According to a report from New York, Fox is set to sever ties with Bill O'Reilly and his popular show, The O'Reilly Factor, after it was revealed by The New York Times earlier this month that the network has settled multiple sexual and verbal harassment claims against the television show host over the past 14 years to the tune of millions of dollars; the network has not yet commented on the reports. But while it's certainly reassuring, O'Reilly's reported exit from Fox News is certainly no feminist victory.
UPDATE: On Wednesday afternoon, Fox News confirmed that O'Reilly would not be returning to the network. In a statement, Fox News said that they had agreed he wouldn't return "after a thorough and careful review of the allegations." O'Reilly said his departure was "disheartening that we part ways due to completely unfounded claims."
EARLIER: The notion that it took over a decade for O'Reilly to be reportedly asked to leave the network, coupled with the fact that Fox News must have known about the allegations against O'Reilly — and, indeed, facilitated some of the payouts to silence his accusers — speaks volumes about the way in which the network views women and about the way in which women are treated in the workplace more broadly. Although a broad collective of advertisers and women's rights groups petitioned for Bill O'Reilly to leave the air and succeeded in their efforts, this does not make his eventual reported exit a victory.
The full extent of the sexual harassment allegations against O'Reilly (and their related payouts) came to light earlier in April after The New York Times conducted an in-depth investigation which revealed that, over the past 14 years, five women received payments from O'Reilly himself or from Fox News in exchange for not speaking about their allegations against him and not pursuing litigation related to these allegations. According to the Times, these allegations included:
In order to ensure that these claims against O'Reilly never came to light, these women received payments totaling around $13 million.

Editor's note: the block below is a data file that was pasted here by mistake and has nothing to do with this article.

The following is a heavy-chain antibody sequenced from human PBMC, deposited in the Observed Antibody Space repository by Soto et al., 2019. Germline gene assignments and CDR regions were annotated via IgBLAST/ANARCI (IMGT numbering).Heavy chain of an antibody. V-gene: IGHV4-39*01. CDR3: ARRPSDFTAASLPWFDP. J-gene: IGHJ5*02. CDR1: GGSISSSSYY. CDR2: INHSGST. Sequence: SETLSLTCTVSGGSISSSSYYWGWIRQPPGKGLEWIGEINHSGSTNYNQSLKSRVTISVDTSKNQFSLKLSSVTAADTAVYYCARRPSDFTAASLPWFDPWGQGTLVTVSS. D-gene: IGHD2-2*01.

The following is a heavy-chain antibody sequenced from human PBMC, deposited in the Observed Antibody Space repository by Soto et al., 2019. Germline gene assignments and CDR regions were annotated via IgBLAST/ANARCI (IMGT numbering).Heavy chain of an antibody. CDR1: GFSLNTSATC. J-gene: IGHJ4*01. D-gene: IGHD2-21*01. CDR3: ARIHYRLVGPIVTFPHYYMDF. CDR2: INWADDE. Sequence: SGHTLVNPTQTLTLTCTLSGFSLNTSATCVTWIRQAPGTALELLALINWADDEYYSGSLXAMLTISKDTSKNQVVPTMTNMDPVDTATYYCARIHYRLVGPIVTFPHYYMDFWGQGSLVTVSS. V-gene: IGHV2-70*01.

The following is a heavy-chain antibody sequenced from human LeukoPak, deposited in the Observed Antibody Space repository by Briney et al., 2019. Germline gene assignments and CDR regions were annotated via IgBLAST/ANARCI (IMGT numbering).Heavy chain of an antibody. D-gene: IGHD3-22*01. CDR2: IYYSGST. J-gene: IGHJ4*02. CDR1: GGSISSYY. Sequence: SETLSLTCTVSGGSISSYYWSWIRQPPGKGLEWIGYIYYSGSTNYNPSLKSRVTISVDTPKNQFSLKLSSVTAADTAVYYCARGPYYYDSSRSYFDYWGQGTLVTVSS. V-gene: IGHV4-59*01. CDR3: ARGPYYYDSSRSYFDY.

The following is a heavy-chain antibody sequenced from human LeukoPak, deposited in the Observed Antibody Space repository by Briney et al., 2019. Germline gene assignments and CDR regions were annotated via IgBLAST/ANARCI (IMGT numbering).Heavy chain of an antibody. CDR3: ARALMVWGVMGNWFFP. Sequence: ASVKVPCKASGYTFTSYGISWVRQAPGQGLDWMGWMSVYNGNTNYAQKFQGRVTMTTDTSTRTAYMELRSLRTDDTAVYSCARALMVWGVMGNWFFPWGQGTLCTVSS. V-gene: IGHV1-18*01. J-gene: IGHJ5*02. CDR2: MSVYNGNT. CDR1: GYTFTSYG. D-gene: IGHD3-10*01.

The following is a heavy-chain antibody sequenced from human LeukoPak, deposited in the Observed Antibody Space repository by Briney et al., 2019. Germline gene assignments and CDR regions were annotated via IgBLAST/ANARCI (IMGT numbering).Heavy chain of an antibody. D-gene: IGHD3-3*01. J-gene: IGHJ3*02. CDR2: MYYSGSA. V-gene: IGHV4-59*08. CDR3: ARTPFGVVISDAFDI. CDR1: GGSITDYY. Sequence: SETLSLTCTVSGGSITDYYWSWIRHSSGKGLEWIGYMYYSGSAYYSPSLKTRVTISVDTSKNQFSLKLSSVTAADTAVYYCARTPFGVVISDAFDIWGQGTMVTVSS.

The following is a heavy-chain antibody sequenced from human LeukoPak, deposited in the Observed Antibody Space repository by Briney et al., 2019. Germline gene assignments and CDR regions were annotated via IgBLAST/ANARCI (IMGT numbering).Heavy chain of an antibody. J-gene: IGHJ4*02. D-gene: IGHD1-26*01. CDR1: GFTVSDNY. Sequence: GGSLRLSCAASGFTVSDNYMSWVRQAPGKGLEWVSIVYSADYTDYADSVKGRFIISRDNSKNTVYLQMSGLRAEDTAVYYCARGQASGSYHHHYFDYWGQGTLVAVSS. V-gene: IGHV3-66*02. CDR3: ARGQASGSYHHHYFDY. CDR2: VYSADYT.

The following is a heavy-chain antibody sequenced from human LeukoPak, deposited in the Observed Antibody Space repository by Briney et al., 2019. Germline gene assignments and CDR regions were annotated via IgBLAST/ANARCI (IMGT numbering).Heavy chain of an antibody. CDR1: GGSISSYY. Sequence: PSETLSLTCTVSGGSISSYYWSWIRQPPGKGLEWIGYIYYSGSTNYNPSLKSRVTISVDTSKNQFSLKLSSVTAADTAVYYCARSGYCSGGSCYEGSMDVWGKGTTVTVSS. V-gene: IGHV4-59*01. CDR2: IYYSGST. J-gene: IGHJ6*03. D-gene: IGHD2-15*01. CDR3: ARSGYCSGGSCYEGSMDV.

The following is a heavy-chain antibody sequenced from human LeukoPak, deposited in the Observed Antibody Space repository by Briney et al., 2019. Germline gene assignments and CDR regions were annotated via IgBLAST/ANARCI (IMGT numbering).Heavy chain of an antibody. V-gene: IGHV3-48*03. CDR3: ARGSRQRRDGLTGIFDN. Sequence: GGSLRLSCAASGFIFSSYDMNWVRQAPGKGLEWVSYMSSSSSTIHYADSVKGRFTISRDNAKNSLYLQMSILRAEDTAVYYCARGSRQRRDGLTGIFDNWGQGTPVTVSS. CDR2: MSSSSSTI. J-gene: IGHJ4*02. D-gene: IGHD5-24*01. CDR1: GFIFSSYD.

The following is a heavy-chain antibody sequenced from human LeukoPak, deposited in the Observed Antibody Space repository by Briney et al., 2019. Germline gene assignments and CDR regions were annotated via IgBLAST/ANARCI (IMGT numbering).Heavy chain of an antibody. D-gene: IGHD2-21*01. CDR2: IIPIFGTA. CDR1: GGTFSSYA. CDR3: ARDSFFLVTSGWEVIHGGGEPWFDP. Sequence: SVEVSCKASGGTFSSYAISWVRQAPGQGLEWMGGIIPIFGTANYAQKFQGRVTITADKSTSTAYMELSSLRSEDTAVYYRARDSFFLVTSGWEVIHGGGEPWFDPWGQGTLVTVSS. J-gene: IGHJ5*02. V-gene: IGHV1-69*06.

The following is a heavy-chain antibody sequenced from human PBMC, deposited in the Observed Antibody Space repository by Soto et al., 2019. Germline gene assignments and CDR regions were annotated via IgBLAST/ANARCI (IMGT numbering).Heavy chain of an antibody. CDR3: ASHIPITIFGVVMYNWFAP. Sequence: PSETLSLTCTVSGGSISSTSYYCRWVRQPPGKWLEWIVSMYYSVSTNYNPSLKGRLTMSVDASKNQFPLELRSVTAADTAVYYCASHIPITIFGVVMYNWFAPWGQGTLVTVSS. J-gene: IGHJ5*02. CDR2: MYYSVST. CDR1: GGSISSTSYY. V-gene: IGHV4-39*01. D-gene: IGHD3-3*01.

O'Reilly denied the allegations and on Tuesday, his lawyer claimed that "Bill O'Reilly has been subjected to a brutal campaign of character assassination that is unprecedented in post-McCarthyist America." O'Reilly himself claimed on his show's website that as a celebrity, he is vulnerable to allegations intended to degrade his reputation. Still, Fox News confirmed it was investigating the allegations against O'Reilly.
While O'Reilly's reported ouster in 2017 certainly reflects what should happen after one is repeatedly accused of sexual harassment and verbal abuse by multiple women in the workplace, the fact that it took over a decade to occur is absolute travesty for women. O'Reilly's reported exit was seemingly only decided upon when pressure from advertisers, who are beholden to a much wider audience than the Fox News market, allegedly made current Fox News chairman Rupert Murdoch strongly re-consider whether O'Reilly was the best thing for the network.
The fact that the Fox network apparently stood by O'Reilly until pressure from advertisers encouraged them not to do so implies that they seem to value revenue more than the safety and well-being of their female employees. Moreover, the network's decision to pay off some of the women who previously accused O'Reilly of harassment implies complicity.
Overall, while O'Reilly's reported exit from Fox News certainly is a step in the right direction and means that at least advertisers see themselves as beholden to those who do not tolerate sexual harassment, it would be much more encouraging if O'Reilly had been let go years ago and if women's reports of sexual harassment were enough to ensure his ouster. Fox News — and society in general — still has a long way to go when it comes to ensuring women's protection and security in the workplace and beyond.